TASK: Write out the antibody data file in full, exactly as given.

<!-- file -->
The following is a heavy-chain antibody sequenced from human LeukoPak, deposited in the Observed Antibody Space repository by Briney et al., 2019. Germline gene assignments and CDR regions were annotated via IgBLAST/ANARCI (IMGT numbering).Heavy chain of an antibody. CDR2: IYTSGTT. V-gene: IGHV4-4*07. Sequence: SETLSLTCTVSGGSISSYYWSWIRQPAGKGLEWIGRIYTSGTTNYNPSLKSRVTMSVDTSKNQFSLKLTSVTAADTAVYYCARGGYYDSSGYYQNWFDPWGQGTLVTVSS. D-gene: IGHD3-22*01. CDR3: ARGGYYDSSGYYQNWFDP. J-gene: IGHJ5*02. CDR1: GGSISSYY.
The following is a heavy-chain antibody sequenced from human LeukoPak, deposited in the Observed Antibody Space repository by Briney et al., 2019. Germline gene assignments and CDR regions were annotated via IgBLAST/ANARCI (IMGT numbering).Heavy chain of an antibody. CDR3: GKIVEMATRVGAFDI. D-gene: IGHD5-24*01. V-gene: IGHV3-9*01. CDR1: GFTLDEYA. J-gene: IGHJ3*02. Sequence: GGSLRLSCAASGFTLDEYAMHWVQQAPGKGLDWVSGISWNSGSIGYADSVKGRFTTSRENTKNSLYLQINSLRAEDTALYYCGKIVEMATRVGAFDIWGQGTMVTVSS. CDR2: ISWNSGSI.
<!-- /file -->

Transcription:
The following is a heavy-chain antibody sequenced from human LeukoPak, deposited in the Observed Antibody Space repository by Briney et al., 2019. Germline gene assignments and CDR regions were annotated via IgBLAST/ANARCI (IMGT numbering).Heavy chain of an antibody. CDR2: IYTSGTT. V-gene: IGHV4-4*07. Sequence: SETLSLTCTVSGGSISSYYWSWIRQPAGKGLEWIGRIYTSGTTNYNPSLKSRVTMSVDTSKNQFSLKLTSVTAADTAVYYCARGGYYDSSGYYQNWFDPWGQGTLVTVSS. D-gene: IGHD3-22*01. CDR3: ARGGYYDSSGYYQNWFDP. J-gene: IGHJ5*02. CDR1: GGSISSYY.
The following is a heavy-chain antibody sequenced from human LeukoPak, deposited in the Observed Antibody Space repository by Briney et al., 2019. Germline gene assignments and CDR regions were annotated via IgBLAST/ANARCI (IMGT numbering).Heavy chain of an antibody. CDR3: GKIVEMATRVGAFDI. D-gene: IGHD5-24*01. V-gene: IGHV3-9*01. CDR1: GFTLDEYA. J-gene: IGHJ3*02. Sequence: GGSLRLSCAASGFTLDEYAMHWVQQAPGKGLDWVSGISWNSGSIGYADSVKGRFTTSRENTKNSLYLQINSLRAEDTALYYCGKIVEMATRVGAFDIWGQGTMVTVSS. CDR2: ISWNSGSI.